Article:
How the cloud is changing laptop design | Jul18 Newsletter
Modern laptop computer design has its roots in a time when most PCs were intended to be used as stand-alone devices, unconnected to the rest of the world. But as we know, computers today mostly function as conduits for data downloaded from cloud services and providers.
This has big implications for laptop hardware and software design, with roll-on impacts on cost, connectivity, productivity and ultimately, user satisfaction.
Let’s look at two critical components in the typical laptop computer: network adapters and storage. These take on new and different functions when cloud services and applications are taken into account. The two will have different impacts on price and overall performance and are especially critical for cloud application performance.
It doesn’t seem like something you should worry about, but it’s well worth checking what adapter your laptop is packing. First, make sure it’s using the latest version of the wireless network standard: 802.11ac standard (not 802.11ac draft). Many of the components produced under 802.11 ac draft specifications can be updated for standards compliance –but not all. Even those that can be updated represent an additional step and cost of deployment.
Second, check the laptop’s antennas – their antenna number and configuration. To get the best performance from 802.11 ac, a laptop needs two or three antennas properly configured to take advantage of 802.11 ac Wave 2 capabilities—a single antenna won’t do it. Since the antennas won’t be visible, it pays to check the laptop’s full specifications or check directly with the vendor.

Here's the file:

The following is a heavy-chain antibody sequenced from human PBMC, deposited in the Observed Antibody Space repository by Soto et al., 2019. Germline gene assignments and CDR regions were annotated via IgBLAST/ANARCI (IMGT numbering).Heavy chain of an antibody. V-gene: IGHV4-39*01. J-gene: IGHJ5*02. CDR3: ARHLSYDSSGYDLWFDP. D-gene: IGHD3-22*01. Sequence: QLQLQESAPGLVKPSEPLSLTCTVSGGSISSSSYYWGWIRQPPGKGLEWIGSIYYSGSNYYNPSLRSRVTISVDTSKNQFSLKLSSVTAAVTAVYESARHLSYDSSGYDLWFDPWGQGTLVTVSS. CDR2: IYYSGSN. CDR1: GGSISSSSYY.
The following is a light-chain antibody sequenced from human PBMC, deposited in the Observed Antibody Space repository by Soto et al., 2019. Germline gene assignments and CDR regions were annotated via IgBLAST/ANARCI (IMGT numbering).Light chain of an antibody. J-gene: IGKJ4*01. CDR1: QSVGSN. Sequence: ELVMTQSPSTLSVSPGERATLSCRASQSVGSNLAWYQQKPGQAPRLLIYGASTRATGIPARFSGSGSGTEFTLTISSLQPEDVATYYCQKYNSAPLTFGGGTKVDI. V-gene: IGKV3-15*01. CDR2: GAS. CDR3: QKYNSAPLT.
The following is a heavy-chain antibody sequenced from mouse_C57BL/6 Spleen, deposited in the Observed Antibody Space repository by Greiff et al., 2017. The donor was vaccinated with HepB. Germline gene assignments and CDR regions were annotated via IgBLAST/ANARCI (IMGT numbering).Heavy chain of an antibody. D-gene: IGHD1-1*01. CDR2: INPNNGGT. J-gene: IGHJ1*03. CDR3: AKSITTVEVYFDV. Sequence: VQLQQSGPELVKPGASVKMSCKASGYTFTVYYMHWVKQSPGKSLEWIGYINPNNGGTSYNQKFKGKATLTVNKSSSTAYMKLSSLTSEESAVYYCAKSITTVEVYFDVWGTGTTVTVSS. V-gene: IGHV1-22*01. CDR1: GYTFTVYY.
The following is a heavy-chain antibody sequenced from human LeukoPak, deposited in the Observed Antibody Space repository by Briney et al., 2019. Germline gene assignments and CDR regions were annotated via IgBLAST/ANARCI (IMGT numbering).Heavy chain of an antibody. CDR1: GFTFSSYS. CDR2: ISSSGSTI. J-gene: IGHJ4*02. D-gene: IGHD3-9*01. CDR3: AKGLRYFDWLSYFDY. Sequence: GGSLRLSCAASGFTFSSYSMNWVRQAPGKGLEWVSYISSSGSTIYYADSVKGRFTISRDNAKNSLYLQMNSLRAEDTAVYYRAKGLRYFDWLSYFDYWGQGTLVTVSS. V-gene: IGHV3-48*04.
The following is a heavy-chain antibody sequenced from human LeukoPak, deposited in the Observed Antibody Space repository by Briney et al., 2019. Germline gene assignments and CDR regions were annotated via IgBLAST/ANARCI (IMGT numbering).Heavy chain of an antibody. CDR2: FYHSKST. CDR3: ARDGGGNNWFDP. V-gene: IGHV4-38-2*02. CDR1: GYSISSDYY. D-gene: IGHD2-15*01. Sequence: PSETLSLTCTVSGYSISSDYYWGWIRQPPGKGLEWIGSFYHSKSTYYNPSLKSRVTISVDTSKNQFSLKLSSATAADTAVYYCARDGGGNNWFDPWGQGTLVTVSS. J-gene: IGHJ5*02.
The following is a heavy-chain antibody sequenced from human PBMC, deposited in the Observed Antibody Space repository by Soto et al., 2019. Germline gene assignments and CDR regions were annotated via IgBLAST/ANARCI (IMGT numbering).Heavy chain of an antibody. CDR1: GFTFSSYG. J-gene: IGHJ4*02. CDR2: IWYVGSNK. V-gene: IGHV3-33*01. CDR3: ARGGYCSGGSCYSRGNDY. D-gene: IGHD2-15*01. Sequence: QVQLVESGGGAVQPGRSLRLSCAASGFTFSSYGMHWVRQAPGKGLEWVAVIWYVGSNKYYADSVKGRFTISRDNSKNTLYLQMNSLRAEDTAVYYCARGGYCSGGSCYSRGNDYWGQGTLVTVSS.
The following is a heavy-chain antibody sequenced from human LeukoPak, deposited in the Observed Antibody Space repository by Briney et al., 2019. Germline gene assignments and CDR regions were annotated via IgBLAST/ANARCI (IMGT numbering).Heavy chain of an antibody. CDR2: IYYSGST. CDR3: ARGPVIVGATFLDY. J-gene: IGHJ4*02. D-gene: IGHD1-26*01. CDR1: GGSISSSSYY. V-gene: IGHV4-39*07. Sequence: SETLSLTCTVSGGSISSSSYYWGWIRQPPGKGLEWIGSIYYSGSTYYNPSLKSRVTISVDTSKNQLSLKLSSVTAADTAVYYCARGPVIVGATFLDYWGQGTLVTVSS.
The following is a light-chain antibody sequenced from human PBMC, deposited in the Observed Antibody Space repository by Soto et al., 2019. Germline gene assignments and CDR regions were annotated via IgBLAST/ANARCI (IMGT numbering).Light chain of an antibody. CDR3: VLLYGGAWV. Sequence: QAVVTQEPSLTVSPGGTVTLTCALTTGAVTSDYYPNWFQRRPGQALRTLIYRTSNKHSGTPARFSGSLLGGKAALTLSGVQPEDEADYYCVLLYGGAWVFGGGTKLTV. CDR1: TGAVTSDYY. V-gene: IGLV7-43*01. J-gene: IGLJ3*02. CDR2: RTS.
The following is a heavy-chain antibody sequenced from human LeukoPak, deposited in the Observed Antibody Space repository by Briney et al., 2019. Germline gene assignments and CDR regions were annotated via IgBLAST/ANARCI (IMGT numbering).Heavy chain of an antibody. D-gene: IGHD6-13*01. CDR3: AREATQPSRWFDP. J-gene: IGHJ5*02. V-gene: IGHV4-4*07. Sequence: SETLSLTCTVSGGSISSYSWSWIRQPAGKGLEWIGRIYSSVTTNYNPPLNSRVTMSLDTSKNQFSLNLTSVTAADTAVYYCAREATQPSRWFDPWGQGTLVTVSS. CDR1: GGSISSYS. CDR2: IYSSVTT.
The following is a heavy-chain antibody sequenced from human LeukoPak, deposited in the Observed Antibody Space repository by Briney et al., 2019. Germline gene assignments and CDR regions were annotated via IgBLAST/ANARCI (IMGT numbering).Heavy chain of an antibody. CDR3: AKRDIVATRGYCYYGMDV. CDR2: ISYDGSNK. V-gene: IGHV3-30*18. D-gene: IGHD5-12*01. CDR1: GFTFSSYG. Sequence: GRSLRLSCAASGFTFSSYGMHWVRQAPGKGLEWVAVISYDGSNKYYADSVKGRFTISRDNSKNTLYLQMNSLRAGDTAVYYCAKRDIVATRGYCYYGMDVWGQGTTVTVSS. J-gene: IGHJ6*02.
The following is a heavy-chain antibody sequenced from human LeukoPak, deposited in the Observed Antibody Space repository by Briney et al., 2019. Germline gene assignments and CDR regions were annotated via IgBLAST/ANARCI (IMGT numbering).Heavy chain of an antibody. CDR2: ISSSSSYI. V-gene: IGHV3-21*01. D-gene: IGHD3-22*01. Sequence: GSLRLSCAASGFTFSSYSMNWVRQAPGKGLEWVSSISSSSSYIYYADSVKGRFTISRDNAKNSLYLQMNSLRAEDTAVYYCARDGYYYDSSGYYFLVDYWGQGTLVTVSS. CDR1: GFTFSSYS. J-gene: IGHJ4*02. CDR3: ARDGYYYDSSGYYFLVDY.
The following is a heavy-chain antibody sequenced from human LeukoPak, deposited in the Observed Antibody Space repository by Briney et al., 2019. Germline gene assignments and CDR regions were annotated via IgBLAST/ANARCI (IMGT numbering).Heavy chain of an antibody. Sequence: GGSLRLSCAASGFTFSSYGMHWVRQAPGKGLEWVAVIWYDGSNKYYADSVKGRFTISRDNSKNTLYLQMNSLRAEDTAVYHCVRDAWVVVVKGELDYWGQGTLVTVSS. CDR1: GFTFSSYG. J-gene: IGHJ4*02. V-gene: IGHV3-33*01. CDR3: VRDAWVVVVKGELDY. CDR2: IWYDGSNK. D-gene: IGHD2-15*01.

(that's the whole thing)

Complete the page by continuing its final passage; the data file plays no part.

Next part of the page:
Physical storage is getting cheaper, and thanks to cloud services, we need less of it on our laptops. When applications, and especially data, are accessed from the cloud, they don’t need to be stored on your machine. This allows manufacturers to do two things:
Switch from mechanical hard drives to solid-state drives, improving performance without increasing cost.
Reduce the overall storage offered, saving build costs to either reduce the sale price or improve other components.
Cloud services don’t make the laptop unnecessary, nor do they mean that physical components don’t matter. Rather, them make laptop design a constantly evolving discipline, as the costs, benefits and utility of different features change. Make sure your fleet is keeping pace so it can provide reliable service to all users.